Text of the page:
Often a picture or video tells a thousand words. There are many tools to create screen captures of both stills and compressed videos. Attaching these files to a bug report can be the difference between a properly fixed issue and an elusive one.
It’s annoying to see a bug report with 15 repro steps when the issue can be reproduced in four steps. Not only are four steps shorter and easier to understand, but they also allow the developer and the tester to close the bug far faster. It takes less time to reproduce the bug, less time to determine the cause (fewer possibilities), and less time to verify the issue has been fixed.
There are endless arguments over the meaning of the priority field, a value that typically ranges from 0 to 3. Surely you have better ways to spend your time. Instead, let’s lay out a few simple rules then define priority based on those rules.
§ Priority should never have to be adjusted once properly set, unless the bug itself changes character. If priority 1 means “fix this sprint or milestone” and priority 2 means “fix next sprint or milestone,” then you’ve got to change the priority of bugs at the end of every sprint or milestone. Not only is that a waste of time, but it updates the “last changed date” on the bug, an act that causes the loss of important information.
§ Priority should be easy to assign and differentiate. You don’t want the team spending a bunch of time arguing over the priority of every bug. It should be obvious, both when writing the bug report and when reading it.
§ Priority should be memorable and actionable. No one should have to ask, “What was pri 2 again?” No one should have to question what needs to be done for each priority level.
Based on these three rules, here are priority definitions that serve well.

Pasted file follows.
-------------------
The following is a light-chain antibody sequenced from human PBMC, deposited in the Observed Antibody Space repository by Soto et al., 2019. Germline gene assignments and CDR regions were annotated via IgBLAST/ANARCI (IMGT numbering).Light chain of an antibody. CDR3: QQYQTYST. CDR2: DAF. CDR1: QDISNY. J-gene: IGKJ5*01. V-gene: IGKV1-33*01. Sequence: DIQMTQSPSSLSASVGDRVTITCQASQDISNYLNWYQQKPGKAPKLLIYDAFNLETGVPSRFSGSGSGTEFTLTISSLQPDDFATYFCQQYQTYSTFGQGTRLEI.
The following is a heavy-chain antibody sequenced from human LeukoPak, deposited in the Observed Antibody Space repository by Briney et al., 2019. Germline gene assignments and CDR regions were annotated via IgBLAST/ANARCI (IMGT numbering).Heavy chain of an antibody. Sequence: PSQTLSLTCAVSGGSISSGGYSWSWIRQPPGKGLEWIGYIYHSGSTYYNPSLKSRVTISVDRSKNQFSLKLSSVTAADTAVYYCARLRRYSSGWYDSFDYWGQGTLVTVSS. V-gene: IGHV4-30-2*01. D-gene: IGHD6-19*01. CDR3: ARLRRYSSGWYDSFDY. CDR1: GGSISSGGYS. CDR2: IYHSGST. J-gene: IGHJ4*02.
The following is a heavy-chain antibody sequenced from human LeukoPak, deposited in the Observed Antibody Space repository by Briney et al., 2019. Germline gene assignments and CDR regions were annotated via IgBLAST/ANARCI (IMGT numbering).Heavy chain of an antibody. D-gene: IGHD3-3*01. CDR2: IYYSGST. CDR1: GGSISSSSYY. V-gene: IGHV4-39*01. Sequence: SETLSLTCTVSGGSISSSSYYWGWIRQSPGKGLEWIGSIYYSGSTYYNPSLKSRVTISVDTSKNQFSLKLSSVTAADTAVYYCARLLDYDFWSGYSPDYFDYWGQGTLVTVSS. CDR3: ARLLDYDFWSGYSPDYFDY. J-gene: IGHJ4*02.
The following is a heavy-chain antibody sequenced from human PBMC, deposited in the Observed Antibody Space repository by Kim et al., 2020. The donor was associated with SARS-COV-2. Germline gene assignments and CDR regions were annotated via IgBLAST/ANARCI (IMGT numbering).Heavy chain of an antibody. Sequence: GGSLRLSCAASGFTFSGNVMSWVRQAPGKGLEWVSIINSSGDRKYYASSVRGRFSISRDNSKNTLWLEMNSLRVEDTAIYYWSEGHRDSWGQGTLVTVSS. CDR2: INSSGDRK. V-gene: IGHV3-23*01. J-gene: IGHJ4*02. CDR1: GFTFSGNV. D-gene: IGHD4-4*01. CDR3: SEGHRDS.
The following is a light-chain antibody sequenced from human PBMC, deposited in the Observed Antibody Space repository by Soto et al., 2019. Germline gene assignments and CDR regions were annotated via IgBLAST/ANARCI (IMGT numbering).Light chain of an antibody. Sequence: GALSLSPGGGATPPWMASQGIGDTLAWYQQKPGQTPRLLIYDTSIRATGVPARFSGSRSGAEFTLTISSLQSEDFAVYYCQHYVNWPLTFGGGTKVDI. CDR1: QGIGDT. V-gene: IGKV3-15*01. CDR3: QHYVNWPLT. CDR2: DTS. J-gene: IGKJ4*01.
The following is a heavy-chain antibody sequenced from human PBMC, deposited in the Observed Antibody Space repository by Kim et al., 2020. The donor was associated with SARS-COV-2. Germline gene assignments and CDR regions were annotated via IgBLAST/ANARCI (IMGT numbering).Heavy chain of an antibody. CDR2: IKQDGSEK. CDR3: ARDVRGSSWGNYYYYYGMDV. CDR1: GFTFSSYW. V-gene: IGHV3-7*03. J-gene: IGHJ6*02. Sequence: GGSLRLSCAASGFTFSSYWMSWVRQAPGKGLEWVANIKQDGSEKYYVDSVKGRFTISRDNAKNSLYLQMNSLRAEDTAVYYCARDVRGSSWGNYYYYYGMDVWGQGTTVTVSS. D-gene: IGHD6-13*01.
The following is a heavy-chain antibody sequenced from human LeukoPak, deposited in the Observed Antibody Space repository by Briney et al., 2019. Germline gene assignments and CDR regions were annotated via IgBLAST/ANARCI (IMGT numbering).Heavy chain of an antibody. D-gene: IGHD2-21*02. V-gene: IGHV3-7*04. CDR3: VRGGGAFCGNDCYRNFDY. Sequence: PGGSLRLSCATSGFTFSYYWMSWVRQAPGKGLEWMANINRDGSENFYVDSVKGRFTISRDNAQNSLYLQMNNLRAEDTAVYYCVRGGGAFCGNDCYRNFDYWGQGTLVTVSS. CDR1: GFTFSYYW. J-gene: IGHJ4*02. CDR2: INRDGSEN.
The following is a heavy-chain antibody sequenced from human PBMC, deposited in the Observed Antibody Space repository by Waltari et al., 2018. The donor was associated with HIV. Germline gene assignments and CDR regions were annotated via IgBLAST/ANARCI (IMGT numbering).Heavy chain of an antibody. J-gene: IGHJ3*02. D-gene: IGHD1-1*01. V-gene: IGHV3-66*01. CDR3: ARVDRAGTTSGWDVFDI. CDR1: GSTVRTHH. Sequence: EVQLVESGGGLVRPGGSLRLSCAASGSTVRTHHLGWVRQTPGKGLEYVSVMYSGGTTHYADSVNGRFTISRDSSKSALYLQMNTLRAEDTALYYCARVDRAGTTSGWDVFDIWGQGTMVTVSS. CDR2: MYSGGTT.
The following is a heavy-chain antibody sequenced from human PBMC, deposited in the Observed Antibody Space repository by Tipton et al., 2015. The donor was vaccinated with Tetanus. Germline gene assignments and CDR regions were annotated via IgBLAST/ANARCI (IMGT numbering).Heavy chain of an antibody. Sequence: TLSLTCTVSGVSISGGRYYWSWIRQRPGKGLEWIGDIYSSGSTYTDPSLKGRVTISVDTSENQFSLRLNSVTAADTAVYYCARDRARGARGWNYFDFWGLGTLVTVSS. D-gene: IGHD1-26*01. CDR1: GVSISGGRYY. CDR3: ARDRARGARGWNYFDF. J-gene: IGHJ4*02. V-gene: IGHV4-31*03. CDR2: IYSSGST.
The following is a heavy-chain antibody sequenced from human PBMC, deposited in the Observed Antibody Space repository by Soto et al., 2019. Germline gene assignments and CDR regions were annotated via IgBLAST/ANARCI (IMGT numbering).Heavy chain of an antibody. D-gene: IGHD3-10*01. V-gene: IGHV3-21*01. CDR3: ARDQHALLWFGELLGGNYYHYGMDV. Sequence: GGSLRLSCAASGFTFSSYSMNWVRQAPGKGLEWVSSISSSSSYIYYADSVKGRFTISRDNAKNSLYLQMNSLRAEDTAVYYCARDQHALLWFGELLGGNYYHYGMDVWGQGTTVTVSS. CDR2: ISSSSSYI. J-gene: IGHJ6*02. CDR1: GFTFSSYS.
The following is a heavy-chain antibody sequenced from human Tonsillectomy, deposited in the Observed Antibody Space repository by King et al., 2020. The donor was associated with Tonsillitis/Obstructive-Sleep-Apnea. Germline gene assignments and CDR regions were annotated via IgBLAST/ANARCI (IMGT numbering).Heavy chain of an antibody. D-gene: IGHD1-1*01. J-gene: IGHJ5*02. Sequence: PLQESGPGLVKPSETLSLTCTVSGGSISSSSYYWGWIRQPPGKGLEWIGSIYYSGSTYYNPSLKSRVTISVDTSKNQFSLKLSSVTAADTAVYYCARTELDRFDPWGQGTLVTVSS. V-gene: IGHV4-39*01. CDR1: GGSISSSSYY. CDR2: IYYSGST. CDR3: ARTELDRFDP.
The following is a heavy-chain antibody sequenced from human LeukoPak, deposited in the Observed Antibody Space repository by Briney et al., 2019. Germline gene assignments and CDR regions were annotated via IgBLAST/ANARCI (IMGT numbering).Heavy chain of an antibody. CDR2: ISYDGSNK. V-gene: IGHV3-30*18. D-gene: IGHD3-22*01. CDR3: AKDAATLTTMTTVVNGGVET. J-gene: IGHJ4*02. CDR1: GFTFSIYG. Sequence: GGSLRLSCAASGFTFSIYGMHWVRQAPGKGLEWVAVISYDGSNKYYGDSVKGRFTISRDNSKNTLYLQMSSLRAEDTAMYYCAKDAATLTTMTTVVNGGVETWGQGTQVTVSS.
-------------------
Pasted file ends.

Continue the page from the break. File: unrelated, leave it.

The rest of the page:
|Pri 0||A CRITICAL failure that requires URGENT attention that doesn’t have a known WORKAROUND. This is a blocking bug.||You can use the bathroom after you resolve the issue or find a workaround.|
|Pri 1||A CRITICAL failure that requires URGENT attention.||Must be resolved in the current sprint or milestone.|
|Pri 2||A CRITICAL failure.||Must be resolved before release.|
|Pri 3||A failure or suggestion.||Should be resolved before release.|
Pri 0 issues typically block testing, deployment, or some other time-sensitive work. Given the seriousness of pri 0 bugs, you can’t submit them and expect something to happen. You must send mail to the individual or team, and then call or walk over and talk to them until someone is actively working on resolving the issue. If a viable workaround is found, pri 0 bugs should be changed to pri 1.
Teams do vary their definitions of priority. Some start at pri 1 instead or pri 0. Some break the rules I listed at the start of this section or have a separate field to indicate a blocking bug.
If you open a bug in a different team’s work-item database, be sure to use their definitions. The definitions typically pop up in a tooltip or help screen.
Severity is even simpler than priority, yet it’s also often misused. Severity refers to the fallout of the issue, NOT how important it is. The definitions are:
§ Severity 1—the issue causes a CRASH or customer data LOSS
§ Severity 2—the issue causes a MALFUNCTION that inhibits action
§ Severity 3—the issue causes an INCONVENIENCE or unfinished LOOK
Please note that severity is independent of priority—in other words, severity has nothing to do with priority. A priority 1 bug is more important than a priority 2 bug, regardless of severity. Displaying offensive content is severity 3 but priority 1. Crashing when a user does a forced reboot is severity 1 but priority 3. Nothing makes you the subject of engineer ridicule like claiming a non-crashing bug is severity 1 just because it’s high priority. You sound like an idiot.
One of the most important and most often misused fields in a bug report is “Resolution”—the indicator of what was done to resolve the issue. Resolving a bug means you are no longer concerned about the issue and you don’t plan any further work once the bug originator verifies that the resolution closes the bug.
If the issue requires more work before you release, even if it’s not the responsibility of your team, then the bug should remain active and assigned to one of your team members to track.
Here are the possible values for the resolution field in alphabetical order:
§ By Design—the bug report describes the intended behavior. It works as designed.
§ Duplicate—the bug has the same cause and nearly the same user experience as an earlier reported bug. Never resolve an older bug as a duplicate of a newer bug—regardless of how much nicer the newer bug report is—unless you like making enemies of the originator and losing the “first seen” date.